The number of cyclists on New York City streets spiked after Superstorm Sandy. Caroline Sampanaro, director of bicycle advocacy at Transportation Alternatives, joins us to discuss the importance of the bike to helping create sustainable cities.
CURWOOD: Well, assaulted by an unprecedented storm surge, many tunnels connecting New York to outer boroughs flooded and choked the city’s public transportation network. And with power out in much of the region, gasoline was hard to find. But hey - it's New York - so people found ways to get from here to there. For an unprecedented number - the answer was the bicycle. Here's the Director of bicycle advocacy at Transportation Alternatives in New York, Caroline Samponaro.
SAMPONARO: What we saw was a breakdown in the public transit system and our subway system, which is really our backbone. What we also saw was New Yorkers taking to bicycles in huge numbers. So, for example, on the East River bridges, bicycle volume increased from 10,000 to 30,000 cyclists last week, which is a huge increase.
CURWOOD: How might increasing the capacity for bikes in a city like New York help make it more resilient?
SAMPONARO: I mean, I think what we have in New York City is a perfect city for bicycling. When you’re talking about transferring trips from cars to bicycle in the city, the vast majority of trips are under five miles, which is a very bike-able distance. At the crux of actually changing behavior is making bicycling more favorable, is making bicycling easier, safer, more feasible for these trips.
During a storm, when, you know, our underground got flooded out, the streets became really important, and how we use our streets becomes really important. So, whether that’s creating HOV lanes, or dedicating lanes to rapid bus service, or making sure that it’s safe to bicycle through dedicated space, these are all really important steps to take to cut emissions and create effective ways to get big groups of people around.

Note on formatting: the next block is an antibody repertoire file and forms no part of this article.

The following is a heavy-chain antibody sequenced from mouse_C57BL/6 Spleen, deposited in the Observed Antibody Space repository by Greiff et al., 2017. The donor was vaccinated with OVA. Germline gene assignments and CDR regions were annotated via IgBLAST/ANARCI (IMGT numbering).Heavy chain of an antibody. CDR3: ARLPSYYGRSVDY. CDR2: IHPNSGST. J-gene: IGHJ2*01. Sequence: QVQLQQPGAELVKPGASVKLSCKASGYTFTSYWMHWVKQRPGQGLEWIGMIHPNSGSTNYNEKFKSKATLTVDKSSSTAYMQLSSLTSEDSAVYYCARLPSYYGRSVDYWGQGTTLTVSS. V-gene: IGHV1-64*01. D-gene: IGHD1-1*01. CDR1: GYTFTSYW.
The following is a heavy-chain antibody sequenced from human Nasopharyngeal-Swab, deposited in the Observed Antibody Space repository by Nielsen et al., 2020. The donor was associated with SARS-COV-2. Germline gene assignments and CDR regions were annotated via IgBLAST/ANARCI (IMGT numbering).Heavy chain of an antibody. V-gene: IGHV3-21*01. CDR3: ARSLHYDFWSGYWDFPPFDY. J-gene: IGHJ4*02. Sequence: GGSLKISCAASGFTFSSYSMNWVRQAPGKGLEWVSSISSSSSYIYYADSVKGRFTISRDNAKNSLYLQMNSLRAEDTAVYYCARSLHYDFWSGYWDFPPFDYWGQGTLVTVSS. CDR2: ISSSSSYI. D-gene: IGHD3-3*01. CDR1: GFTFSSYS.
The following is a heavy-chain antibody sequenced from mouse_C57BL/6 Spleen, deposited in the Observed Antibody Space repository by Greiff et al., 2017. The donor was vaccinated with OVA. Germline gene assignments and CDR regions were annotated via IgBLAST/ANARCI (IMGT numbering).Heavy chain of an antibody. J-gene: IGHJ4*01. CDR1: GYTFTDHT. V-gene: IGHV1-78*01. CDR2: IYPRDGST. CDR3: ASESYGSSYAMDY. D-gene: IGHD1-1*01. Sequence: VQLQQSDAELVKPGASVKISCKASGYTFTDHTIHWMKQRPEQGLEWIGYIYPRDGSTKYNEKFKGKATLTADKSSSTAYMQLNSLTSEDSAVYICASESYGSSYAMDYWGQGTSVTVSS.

CURWOOD: So, what has New York done so far to make itself more bike-friendly? I noticed in mid-town especially on the east side, not so much by way of bike lanes.
SAMPONARO: Yeah, I think what we’ve seen over the last five years in particular is a build-out of the bike network. So, we’ve seen around 300 miles of bike lanes added. We’re going to have the largest bike-share program in North America next year, starting in the spring.
I think, you know, the missing middle is really continuing to build out the grid of protected bike lanes that will encourage people that are scared to ride on city streets with cars, to encourage them to get on their bike and make that two-mile or three-mile trip on their bike.
CURWOOD: So, in New York, here are the obstacles: You’ve got potholes, no really safe place to park the bike at the other end, actually it’s kind of tough to get a bike all the way up to a fourth or fifth floor walk-up. What can the city do to make it friendlier for people who want to bike?
SAMPONARO: I mean, that’s absolutely true, I mean, lack of secure bike parking is a deterrent for most people to choose biking daily. And I think bike-share will solve some of that in terms of you don’t have to actually solve the parking problems, but Transportation Alternatives has worked hard to make commercial bike access easier. So, there’s a law in the city that now requires commercial buildings to provide access to bicycles. There also needs to be some innovations. Maybe there needs to be some secure bike parking at transit, or additional accommodations, because the bike parking thing is huge, as you pointed out.
CURWOOD: What effect do you think Sandy could have on bicycling in the long term, I mean, is this possibly a silver lining of Sandy to have more awareness about bikes and what should be done?
SAMPONARO: There’s definitely the possibility of that. I think the large increase in the number of cyclists, of individual cyclists - I mean, who knows… hopefully they’re going to be stuck on the convenience and affordability and practicality of riding a bike to work. That’s our hope at Transportation Alternatives.
I think for the city, and its entire transportation network, a storm like this is a wakeup call to really think in a forward-thinking way about how we can make our transportation network last through storms but also be sustainable. Be working against climate change as opposed to contributing to it. That means, thinking about how our surface public transportation can be part of the solution during the aftermath of a storm like this.
CURWOOD: Caroline Samponaro is a bicycle advocate for Transportation Alternatives in New York City, thank you so much, Caroline.
SAMPONARO: Thank you.
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